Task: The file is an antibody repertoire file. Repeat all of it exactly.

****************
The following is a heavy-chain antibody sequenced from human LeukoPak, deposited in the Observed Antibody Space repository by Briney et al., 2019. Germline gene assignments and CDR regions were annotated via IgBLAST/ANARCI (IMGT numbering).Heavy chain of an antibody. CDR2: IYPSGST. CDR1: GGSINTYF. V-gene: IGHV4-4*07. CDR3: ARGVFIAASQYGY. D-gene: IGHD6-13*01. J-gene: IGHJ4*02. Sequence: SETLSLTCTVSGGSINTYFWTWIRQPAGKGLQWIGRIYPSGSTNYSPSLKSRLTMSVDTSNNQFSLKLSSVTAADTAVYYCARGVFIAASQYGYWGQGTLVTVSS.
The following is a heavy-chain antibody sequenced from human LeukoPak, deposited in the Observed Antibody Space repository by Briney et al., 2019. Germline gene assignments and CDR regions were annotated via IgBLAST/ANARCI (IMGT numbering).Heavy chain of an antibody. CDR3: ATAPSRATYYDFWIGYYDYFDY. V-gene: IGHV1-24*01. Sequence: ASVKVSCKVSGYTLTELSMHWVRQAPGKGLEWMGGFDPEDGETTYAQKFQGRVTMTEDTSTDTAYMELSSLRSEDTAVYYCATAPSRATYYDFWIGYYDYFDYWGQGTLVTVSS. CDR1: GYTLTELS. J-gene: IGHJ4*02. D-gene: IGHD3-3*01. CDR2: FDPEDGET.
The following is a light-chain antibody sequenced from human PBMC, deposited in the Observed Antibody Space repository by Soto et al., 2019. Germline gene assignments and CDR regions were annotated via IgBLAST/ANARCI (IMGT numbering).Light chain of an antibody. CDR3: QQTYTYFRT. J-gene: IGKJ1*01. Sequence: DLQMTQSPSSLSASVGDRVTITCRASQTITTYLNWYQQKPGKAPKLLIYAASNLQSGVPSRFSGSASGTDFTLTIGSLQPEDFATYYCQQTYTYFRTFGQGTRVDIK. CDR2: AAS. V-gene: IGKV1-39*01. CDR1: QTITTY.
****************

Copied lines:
The following is a heavy-chain antibody sequenced from human LeukoPak, deposited in the Observed Antibody Space repository by Briney et al., 2019. Germline gene assignments and CDR regions were annotated via IgBLAST/ANARCI (IMGT numbering).Heavy chain of an antibody. CDR2: IYPSGST. CDR1: GGSINTYF. V-gene: IGHV4-4*07. CDR3: ARGVFIAASQYGY. D-gene: IGHD6-13*01. J-gene: IGHJ4*02. Sequence: SETLSLTCTVSGGSINTYFWTWIRQPAGKGLQWIGRIYPSGSTNYSPSLKSRLTMSVDTSNNQFSLKLSSVTAADTAVYYCARGVFIAASQYGYWGQGTLVTVSS.
The following is a heavy-chain antibody sequenced from human LeukoPak, deposited in the Observed Antibody Space repository by Briney et al., 2019. Germline gene assignments and CDR regions were annotated via IgBLAST/ANARCI (IMGT numbering).Heavy chain of an antibody. CDR3: ATAPSRATYYDFWIGYYDYFDY. V-gene: IGHV1-24*01. Sequence: ASVKVSCKVSGYTLTELSMHWVRQAPGKGLEWMGGFDPEDGETTYAQKFQGRVTMTEDTSTDTAYMELSSLRSEDTAVYYCATAPSRATYYDFWIGYYDYFDYWGQGTLVTVSS. CDR1: GYTLTELS. J-gene: IGHJ4*02. D-gene: IGHD3-3*01. CDR2: FDPEDGET.
The following is a light-chain antibody sequenced from human PBMC, deposited in the Observed Antibody Space repository by Soto et al., 2019. Germline gene assignments and CDR regions were annotated via IgBLAST/ANARCI (IMGT numbering).Light chain of an antibody. CDR3: QQTYTYFRT. J-gene: IGKJ1*01. Sequence: DLQMTQSPSSLSASVGDRVTITCRASQTITTYLNWYQQKPGKAPKLLIYAASNLQSGVPSRFSGSASGTDFTLTIGSLQPEDFATYYCQQTYTYFRTFGQGTRVDIK. CDR2: AAS. V-gene: IGKV1-39*01. CDR1: QTITTY.